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The Clash- Rude Boy


At its core a review is a few words strung together doling out advice as to
whether or not you should drop your hard-earned cash on the endeavors of some
creative artist. So, yes I (eventually) did like Rude Boy, in part because
it’s hard to dislike a DVD that presents early live performances by The Clash
“White Riot,” Clash City Rocker,” “(White Man) In Hammersmith Pala is”
and more). Plus, there are portions of it that stay with you long after the credits
roll. But, to achieve this entertained and intellectual state, pay heed to my
WARNING! In the case of Rude Boy, a film that stars The Clash plus band
buddy Ray Gange, the MOST IMPORTANT thing I can offer is that you ABSOLUTELY
should watch the Interview segments in the Special Features section prior to
viewing the actual film. Why? Because Rude Boy is a film in the term’s
most broad sense. No, it’s not highly experimental to the point where indulgence
overtakes any sense of storytelling. There’s a rough idea of story here, but
that’s mainly due to the same players appearing in one scene after another.

Much of it has the sensation of being improvised by people who aren’t schooled in
that type of acting craft. Instead of film with its five acts, Rude Boy acts
more like a historical artifact. By accident and on purpose, filmmakers Jack
Hazan and David Mingay intended it that way. They filmed The Clash right around
the time the group was exploding in Great Britain while incorporating the
camera’s eye to the political upheaval that drove the band and that nation’s
young audience — high unemployment, racial problems, a burgeoning fascist
movement, Big Brother watching over everyone and the first signs of a
conservative movement that planned on washing the filth from the streets rather than
addressing the inherent problems. They even have a Gange and Strummer discussion
presenting the selfishness of capitalism and the all-for-one-one-for-all view of
socialism. Take a wild guess as to who stands on which side of the fence?

Minus the background provided by Hazan, Mingay and Gange you could end up
like me, watching the first 28 minutes of Rude Boy, confused, amazed and
bored. In my case, I shelved it for a period of time, and then enjoyed the fact
that I was unable to watch the rest due to lacking a satisfactorily working DVD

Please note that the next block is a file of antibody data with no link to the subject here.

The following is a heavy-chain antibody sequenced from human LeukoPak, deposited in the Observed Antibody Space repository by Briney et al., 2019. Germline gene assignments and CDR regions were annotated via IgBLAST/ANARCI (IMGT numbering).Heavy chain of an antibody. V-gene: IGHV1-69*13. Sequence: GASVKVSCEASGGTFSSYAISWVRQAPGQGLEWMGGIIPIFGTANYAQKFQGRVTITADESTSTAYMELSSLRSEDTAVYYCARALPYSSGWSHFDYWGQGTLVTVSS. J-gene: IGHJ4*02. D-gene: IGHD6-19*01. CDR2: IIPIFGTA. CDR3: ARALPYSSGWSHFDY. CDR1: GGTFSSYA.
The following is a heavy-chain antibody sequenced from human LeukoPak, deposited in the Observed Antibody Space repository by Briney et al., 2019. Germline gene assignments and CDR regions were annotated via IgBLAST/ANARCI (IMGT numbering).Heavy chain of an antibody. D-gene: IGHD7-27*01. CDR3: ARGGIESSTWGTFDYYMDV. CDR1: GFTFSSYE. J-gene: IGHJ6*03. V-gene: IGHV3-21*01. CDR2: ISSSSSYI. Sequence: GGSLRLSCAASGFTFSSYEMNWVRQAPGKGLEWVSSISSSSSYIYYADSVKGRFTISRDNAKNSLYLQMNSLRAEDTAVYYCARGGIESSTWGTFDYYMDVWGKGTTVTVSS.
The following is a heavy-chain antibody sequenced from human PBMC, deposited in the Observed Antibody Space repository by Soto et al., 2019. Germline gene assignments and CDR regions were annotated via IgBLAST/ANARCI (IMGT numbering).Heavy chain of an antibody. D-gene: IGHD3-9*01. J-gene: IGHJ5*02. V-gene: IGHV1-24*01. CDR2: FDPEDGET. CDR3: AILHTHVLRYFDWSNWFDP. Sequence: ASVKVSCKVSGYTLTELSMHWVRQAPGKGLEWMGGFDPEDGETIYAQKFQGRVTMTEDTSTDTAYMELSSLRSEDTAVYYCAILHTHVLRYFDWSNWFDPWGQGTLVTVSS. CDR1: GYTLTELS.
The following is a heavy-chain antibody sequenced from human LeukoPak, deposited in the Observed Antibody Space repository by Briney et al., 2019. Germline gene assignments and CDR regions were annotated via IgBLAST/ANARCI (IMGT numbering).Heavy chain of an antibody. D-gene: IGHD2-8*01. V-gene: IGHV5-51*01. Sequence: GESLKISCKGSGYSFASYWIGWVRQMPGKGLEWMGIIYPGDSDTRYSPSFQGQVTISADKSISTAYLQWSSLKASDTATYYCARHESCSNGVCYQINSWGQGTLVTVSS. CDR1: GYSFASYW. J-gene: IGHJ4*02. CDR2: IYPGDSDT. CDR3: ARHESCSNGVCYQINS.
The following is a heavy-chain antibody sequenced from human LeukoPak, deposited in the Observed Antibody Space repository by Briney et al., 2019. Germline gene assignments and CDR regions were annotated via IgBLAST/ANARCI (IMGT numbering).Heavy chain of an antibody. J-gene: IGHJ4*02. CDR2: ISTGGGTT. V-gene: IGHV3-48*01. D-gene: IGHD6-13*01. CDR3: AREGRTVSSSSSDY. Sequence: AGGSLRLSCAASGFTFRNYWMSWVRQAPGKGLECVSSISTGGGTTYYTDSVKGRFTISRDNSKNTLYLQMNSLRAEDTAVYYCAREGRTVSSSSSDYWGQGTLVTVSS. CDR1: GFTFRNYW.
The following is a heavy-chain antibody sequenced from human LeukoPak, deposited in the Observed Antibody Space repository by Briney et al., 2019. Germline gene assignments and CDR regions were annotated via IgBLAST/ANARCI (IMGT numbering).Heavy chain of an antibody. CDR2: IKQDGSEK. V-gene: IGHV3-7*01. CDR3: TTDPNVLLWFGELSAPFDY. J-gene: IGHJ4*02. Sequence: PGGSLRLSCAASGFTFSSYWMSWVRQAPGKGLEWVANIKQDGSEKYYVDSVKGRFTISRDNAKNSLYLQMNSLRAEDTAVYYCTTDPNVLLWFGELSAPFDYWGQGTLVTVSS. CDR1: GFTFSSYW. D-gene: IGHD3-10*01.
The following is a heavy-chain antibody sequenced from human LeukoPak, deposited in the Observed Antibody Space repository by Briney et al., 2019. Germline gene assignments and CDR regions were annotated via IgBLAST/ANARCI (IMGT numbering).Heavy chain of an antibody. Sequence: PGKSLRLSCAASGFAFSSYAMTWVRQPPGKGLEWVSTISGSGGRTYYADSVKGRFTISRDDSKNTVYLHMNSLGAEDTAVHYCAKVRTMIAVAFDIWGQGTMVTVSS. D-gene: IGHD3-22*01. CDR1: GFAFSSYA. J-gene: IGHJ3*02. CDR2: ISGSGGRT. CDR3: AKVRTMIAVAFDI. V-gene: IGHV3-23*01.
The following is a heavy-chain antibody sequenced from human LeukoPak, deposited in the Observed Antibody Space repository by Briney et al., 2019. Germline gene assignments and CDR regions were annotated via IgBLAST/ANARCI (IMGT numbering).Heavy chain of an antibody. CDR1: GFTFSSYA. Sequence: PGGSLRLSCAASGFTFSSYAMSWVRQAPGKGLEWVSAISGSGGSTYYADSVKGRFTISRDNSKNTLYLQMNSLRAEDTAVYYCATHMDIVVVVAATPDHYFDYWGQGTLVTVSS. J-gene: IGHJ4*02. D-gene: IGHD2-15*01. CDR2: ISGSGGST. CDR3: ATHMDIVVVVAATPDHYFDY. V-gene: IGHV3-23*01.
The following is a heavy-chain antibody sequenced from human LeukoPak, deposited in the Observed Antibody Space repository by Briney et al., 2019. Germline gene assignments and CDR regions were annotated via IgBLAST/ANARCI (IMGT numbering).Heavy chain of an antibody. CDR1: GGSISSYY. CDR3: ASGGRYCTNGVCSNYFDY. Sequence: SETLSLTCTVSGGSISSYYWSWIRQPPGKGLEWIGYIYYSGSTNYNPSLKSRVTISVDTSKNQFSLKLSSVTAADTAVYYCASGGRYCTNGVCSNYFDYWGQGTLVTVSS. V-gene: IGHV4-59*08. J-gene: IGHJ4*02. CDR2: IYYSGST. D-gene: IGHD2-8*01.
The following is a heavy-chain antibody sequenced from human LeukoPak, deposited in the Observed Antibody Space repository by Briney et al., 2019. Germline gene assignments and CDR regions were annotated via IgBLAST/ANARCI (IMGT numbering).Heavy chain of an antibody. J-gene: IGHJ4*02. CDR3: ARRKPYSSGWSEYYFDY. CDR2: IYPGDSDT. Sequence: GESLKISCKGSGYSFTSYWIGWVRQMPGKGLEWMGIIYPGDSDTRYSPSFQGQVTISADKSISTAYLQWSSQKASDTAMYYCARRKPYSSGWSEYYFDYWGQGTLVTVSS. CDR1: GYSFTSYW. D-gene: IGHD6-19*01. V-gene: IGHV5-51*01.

player. During this first portion of Rude Boy, images flickered across the
screen but not a lot happens. We get impressions of Ray, a non-actor who admits
that his association with the band probably helped him land a role he wasn't
looking for, mimic to some extent his punk rock reality of going to shows to
watch The Clash and his longtime friend Joe Strummer, drinking multiple pints
of alcohol, working a trash job for a little bit of cash and using his drunken
charm towards achieving a sexual romp.

When Gange or the band is not on the screen, events that marked that period
randomly arrive. A clash between riot police and racist protestors pops up, but
Gange is nowhere to be found in order to provide dramatic impact. Instead, it
remains interesting for its own sake. Watching as the police get to business and
set up in formation in the middle of the street as they are eventually met
by a rock throwing mob reminds me of how Great Britain fought the
Revolutionary War, rows of soldiers being proper and orderly amidst the carnage.

If I was reading a book such unrelated events would eventually be tied together. Here,
they are linked in such a subtle manner that only its original audience
during the original theatrical release in 1980 understood the connections
between The Clash and social upheaval.

Another element of England, circa 1978, finds Scotland Yard keeping a close
eye on several Black men via a high tech operation consisting of men on the
street as well as perched in a room with film and photo equipment. The
characters have zero connection to the drama and actors in the rest of the film. They’re
significant only as an example of what happened during those times. While it’s frustrating on a cinematic level, it does have resonance in a 21st century
world where more of our everyday moves are being watched and the possibility of
being picked up off the street and interrogated until we admit any
wrong doing is very real.

So, as a Clash fan, you’ll love the band’s performances. And for those, like
myself, who missed them during their brief time, it’s the closest we’re
going to get to such excitement. Essentially playing themselves, the band
members’ acting is natural and passable to move the scene along. But, as I said
earlier, the best way to get full satisfaction from Rude Boy is to treat
its Bonus Material as requisite pre-screening research. Prepared, you’re all ready
to enjoy this hybrid of cinema, concert, quasi-documentary.

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